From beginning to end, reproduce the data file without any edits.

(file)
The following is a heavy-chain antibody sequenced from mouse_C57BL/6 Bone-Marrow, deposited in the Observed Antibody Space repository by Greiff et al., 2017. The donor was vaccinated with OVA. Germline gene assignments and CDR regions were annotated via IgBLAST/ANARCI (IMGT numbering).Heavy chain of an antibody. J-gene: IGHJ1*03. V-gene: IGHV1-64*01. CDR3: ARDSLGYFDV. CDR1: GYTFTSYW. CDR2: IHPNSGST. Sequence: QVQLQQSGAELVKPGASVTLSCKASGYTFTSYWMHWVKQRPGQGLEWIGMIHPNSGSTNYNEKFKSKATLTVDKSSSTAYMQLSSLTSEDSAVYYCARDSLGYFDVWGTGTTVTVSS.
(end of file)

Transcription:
The following is a heavy-chain antibody sequenced from mouse_C57BL/6 Bone-Marrow, deposited in the Observed Antibody Space repository by Greiff et al., 2017. The donor was vaccinated with OVA. Germline gene assignments and CDR regions were annotated via IgBLAST/ANARCI (IMGT numbering).Heavy chain of an antibody. J-gene: IGHJ1*03. V-gene: IGHV1-64*01. CDR3: ARDSLGYFDV. CDR1: GYTFTSYW. CDR2: IHPNSGST. Sequence: QVQLQQSGAELVKPGASVTLSCKASGYTFTSYWMHWVKQRPGQGLEWIGMIHPNSGSTNYNEKFKSKATLTVDKSSSTAYMQLSSLTSEDSAVYYCARDSLGYFDVWGTGTTVTVSS.